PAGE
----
I did not think about it before sitting down this evening (January 16, 2012), but to write about leadership on Martin Luther King, Jr. Day is to feel one’s own limitations.
I am Canadian, and as such I am obliged to reflexively protest how different I am from the American cousins among whom I have chosen to live (and marry). But with King there is no protest. He is a sterling example of the inspiration the USA has periodically offered the world regarding the hope and change possible when citizens unite, and long has been one of my own inspirations. I took joy watching my six-year-old daughter study his legacy this month at school. She’s been enraptured, and I immersed in the power of his message all over again.
I flew today from San Francisco to Washington, DC – where I hope to visit this week the new MLK Memorial on the National Mall. I read en route the Time cover story Warren Buffett Is on a Radical Track. Buffett attributes most of the reason he’s become activist and engaged over time to his late wife, Susan Thompson Buffett. The article singles out the occasion she took him to hear Reverend King speak at Grinnell College, where King’s words ‘It may be true that the law can’t change the heart, but it can restrain the heartless’ galvanized Buffett to get more involved in issues of equity and justice.
My title plays with this notion of changing hearts, with the way in which Buffett came to believe things need to be different and has since set out to do what he can to make it so. He is a business leader who has had a change of heart so profound that his persona now seems to be about giving (like 99% of his billions already pledged to charity kind of giving) and demanding recognition of a different notion of fairness for capitalism. His recent and now near infamous prescription? Rich and powerful people and organizations should pay more (literally: and, yes, even in taxes) for the tremendous opportunities society allows them to enjoy.
Resist (Risk), Accept (Risk), Act
The transition from accepting sustainability issues to addressing them is a tremendously difficult thing for business leaders to embrace. When issues (BIG issues: think ecosystem limits which mean commodity inputs for profitable products will spike in price and then dry up) demand changing or abandoning familiar, comfortable and successful business models, resistance is to be expected.
Even so, the change from resisting data likely to demand change to admitting its fundamental truth generally proves simpler than the subsequent shift to action. For even once new information and worldviews are embraced, leaders’ ability to evolve their organizations is limited by context e.g. available skillsets, historic mindsets, consumer preference, investor expectations and the regulatory environment.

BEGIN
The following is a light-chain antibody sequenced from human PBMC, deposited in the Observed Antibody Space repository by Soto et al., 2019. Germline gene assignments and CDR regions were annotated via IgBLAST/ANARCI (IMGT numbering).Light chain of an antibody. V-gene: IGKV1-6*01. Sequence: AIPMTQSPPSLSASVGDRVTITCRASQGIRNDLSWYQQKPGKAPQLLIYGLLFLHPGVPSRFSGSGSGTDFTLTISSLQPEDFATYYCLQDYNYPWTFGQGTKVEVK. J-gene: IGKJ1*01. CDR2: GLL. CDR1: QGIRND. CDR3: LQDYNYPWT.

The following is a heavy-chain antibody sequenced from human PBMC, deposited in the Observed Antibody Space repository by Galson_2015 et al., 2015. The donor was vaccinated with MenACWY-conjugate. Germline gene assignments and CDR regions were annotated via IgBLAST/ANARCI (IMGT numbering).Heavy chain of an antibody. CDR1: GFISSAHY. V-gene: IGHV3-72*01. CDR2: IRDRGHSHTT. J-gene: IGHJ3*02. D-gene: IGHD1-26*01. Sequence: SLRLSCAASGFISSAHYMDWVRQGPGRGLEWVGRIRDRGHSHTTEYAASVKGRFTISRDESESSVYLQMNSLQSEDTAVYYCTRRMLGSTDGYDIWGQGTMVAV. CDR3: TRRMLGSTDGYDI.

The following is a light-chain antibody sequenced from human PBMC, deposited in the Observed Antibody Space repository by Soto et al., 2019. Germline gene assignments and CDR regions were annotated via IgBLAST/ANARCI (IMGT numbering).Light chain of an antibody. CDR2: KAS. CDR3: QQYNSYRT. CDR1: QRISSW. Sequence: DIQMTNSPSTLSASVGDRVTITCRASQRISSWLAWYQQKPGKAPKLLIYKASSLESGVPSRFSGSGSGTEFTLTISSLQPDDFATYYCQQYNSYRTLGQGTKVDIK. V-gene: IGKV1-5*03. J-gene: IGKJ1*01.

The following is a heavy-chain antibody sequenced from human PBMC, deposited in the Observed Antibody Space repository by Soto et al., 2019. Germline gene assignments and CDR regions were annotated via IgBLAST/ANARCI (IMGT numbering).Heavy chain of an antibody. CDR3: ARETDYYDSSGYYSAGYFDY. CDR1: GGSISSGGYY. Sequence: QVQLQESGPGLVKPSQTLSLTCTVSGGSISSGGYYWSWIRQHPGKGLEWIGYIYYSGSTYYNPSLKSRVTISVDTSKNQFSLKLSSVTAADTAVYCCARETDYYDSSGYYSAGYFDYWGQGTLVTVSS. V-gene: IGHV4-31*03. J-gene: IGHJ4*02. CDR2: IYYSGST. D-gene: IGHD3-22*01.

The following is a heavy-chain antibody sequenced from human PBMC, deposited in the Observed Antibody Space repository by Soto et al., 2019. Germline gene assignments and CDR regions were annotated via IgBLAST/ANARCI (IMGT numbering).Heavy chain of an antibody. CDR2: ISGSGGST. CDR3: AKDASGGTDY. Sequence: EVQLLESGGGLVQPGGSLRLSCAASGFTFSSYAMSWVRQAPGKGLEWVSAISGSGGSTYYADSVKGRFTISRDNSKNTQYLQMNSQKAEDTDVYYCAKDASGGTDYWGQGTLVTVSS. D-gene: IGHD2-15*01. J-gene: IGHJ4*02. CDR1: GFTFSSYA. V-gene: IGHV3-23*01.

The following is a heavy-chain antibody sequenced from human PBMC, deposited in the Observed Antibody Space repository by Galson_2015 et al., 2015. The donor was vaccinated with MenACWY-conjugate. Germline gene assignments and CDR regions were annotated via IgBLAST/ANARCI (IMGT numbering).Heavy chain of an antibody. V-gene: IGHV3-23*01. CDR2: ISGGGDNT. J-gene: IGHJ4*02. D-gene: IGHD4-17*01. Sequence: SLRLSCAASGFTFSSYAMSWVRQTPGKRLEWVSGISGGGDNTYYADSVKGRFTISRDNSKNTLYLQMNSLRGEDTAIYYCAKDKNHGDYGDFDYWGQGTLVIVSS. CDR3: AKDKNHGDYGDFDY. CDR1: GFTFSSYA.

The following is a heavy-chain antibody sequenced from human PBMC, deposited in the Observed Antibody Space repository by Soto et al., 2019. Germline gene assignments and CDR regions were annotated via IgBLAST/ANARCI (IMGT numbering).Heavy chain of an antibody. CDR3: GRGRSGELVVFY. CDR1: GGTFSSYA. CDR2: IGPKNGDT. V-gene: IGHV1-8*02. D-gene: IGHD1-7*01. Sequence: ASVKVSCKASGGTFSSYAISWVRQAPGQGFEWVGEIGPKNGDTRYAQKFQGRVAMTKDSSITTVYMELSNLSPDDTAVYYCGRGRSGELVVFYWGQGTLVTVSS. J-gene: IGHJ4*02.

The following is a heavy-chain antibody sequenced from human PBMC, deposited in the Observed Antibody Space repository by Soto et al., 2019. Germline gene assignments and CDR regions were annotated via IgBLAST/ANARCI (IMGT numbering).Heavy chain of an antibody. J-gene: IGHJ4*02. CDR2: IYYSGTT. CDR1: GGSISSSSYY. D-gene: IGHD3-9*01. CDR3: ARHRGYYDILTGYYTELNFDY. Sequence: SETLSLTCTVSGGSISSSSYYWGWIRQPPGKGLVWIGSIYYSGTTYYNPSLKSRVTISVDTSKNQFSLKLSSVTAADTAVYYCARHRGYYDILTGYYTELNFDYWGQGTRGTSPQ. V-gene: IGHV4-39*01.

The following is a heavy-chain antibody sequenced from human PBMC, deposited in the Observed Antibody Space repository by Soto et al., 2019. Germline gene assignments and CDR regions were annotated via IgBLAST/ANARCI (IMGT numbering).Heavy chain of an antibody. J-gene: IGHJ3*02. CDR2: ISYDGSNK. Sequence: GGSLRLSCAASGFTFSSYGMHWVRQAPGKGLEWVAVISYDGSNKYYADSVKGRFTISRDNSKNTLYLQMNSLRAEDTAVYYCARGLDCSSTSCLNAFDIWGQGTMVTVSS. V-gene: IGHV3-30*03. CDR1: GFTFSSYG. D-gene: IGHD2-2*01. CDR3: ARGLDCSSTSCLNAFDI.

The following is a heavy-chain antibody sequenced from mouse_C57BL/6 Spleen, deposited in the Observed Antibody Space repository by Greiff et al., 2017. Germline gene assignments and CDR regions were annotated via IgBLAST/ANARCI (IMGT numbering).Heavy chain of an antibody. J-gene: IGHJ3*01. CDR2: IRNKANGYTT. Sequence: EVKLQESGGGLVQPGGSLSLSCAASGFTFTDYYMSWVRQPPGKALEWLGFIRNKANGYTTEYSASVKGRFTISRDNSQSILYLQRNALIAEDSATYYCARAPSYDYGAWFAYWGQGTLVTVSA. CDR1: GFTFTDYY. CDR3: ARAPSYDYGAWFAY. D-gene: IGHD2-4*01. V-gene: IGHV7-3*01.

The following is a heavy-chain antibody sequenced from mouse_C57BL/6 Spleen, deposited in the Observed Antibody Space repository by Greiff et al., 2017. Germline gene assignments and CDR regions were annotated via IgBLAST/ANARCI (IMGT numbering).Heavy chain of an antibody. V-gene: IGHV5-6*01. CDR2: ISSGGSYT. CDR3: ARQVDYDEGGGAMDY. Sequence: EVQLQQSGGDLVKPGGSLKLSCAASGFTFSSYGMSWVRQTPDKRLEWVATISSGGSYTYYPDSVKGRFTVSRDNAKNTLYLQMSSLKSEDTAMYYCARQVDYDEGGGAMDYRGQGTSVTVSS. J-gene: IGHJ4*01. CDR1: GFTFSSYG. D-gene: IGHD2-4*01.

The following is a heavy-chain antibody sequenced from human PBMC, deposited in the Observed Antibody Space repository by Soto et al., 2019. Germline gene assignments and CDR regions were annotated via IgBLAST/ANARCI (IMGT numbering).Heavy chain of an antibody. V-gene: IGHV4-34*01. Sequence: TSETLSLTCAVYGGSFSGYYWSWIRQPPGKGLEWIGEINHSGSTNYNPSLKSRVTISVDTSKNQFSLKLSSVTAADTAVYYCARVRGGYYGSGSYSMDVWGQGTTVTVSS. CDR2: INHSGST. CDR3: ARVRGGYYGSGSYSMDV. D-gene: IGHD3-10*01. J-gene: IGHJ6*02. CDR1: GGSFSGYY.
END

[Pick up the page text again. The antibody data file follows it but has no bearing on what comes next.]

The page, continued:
This year, like its peers, is just another on the calendar. But not for sustainable development. Ecological systems are stressed in such that we almost can’t afford the luxury of worrying about the classic sustainability focus on intergenerational equity. Rather, individuals and brands that want to make a difference have to think in terms of how to deliver sustainability in this generation, else there might be no future equity to apportion. Sustainability demands leadership capable of accepting the enormity of the challenge that sustainable development entails and willing to explore and support the evolution of business models and markets to address it.
To plumb lessons of sustainability leadership past and catalyze greater scale and speed on this agenda in the near future, SustainAbility and GlobeScan set out in 2011 to interview a remarkable set of nearly two dozen sustainable development pioneers including: Lester Brown, Madame Gro Harlem Brundtland, Bill Ford, Israel Klabin, Sir Mark Moody-Stuart and Rajendra Pachauri. We will couple insights from these conversations with global public opinion research and use both as a platform to engage a wider public discussion on sustainability leadership in 2012 and beyond.
As much as we are excited about the intelligence we will gain from taking stock in this way, the key will be how we use it to ensure that new pioneers emerge, whether because of their own change of heart, or motivated by their ability to change the hearts of others. As individuals and organizations, our collective challenge for the year and years immediately ahead must be to increase our capacity to identify, nurture and then follow these trailblazers.
As with the pioneers who dared to transit west across the American frontier, this will mean embracing risk – but we are increasingly aware of great and growing risks in stasis, so must believe it will be possible to develop in leaders in business, civil society and government the will to create a sustainable economy in the near term. Inverting King, it’s an effort to change and then steel hearts to action where laws both natural and human have failed to do so.
This article originally appeared on Sustainablebrands.com.